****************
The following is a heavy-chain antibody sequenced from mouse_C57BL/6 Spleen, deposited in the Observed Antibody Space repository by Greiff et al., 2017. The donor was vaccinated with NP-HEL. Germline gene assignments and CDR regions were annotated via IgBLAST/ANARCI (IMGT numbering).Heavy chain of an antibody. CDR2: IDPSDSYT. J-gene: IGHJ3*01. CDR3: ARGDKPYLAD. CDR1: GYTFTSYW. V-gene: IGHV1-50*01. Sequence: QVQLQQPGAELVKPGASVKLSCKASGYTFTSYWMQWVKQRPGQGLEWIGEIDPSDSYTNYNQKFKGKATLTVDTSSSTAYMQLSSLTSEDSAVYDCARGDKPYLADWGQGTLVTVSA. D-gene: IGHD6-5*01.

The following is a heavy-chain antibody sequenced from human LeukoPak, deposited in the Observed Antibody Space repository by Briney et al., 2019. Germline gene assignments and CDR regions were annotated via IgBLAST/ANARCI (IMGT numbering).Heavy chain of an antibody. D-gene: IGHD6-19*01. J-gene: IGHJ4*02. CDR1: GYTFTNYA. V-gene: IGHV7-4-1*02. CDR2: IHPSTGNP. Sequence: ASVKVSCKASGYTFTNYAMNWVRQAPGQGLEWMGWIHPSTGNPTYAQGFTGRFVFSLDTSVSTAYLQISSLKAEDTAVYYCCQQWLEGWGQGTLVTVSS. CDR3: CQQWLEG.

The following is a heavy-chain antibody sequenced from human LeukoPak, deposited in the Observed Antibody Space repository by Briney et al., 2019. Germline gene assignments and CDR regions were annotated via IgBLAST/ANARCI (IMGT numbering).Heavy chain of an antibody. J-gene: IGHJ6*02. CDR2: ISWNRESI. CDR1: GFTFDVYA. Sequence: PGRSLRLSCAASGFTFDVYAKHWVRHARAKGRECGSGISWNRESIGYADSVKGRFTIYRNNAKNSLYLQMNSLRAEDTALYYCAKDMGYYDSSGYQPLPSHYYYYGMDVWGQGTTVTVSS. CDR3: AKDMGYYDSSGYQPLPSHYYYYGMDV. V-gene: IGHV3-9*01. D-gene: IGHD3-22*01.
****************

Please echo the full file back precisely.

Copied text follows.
The following is a heavy-chain antibody sequenced from mouse_C57BL/6 Spleen, deposited in the Observed Antibody Space repository by Greiff et al., 2017. The donor was vaccinated with NP-HEL. Germline gene assignments and CDR regions were annotated via IgBLAST/ANARCI (IMGT numbering).Heavy chain of an antibody. CDR2: IDPSDSYT. J-gene: IGHJ3*01. CDR3: ARGDKPYLAD. CDR1: GYTFTSYW. V-gene: IGHV1-50*01. Sequence: QVQLQQPGAELVKPGASVKLSCKASGYTFTSYWMQWVKQRPGQGLEWIGEIDPSDSYTNYNQKFKGKATLTVDTSSSTAYMQLSSLTSEDSAVYDCARGDKPYLADWGQGTLVTVSA. D-gene: IGHD6-5*01.

The following is a heavy-chain antibody sequenced from human LeukoPak, deposited in the Observed Antibody Space repository by Briney et al., 2019. Germline gene assignments and CDR regions were annotated via IgBLAST/ANARCI (IMGT numbering).Heavy chain of an antibody. D-gene: IGHD6-19*01. J-gene: IGHJ4*02. CDR1: GYTFTNYA. V-gene: IGHV7-4-1*02. CDR2: IHPSTGNP. Sequence: ASVKVSCKASGYTFTNYAMNWVRQAPGQGLEWMGWIHPSTGNPTYAQGFTGRFVFSLDTSVSTAYLQISSLKAEDTAVYYCCQQWLEGWGQGTLVTVSS. CDR3: CQQWLEG.

The following is a heavy-chain antibody sequenced from human LeukoPak, deposited in the Observed Antibody Space repository by Briney et al., 2019. Germline gene assignments and CDR regions were annotated via IgBLAST/ANARCI (IMGT numbering).Heavy chain of an antibody. J-gene: IGHJ6*02. CDR2: ISWNRESI. CDR1: GFTFDVYA. Sequence: PGRSLRLSCAASGFTFDVYAKHWVRHARAKGRECGSGISWNRESIGYADSVKGRFTIYRNNAKNSLYLQMNSLRAEDTALYYCAKDMGYYDSSGYQPLPSHYYYYGMDVWGQGTTVTVSS. CDR3: AKDMGYYDSSGYQPLPSHYYYYGMDV. V-gene: IGHV3-9*01. D-gene: IGHD3-22*01.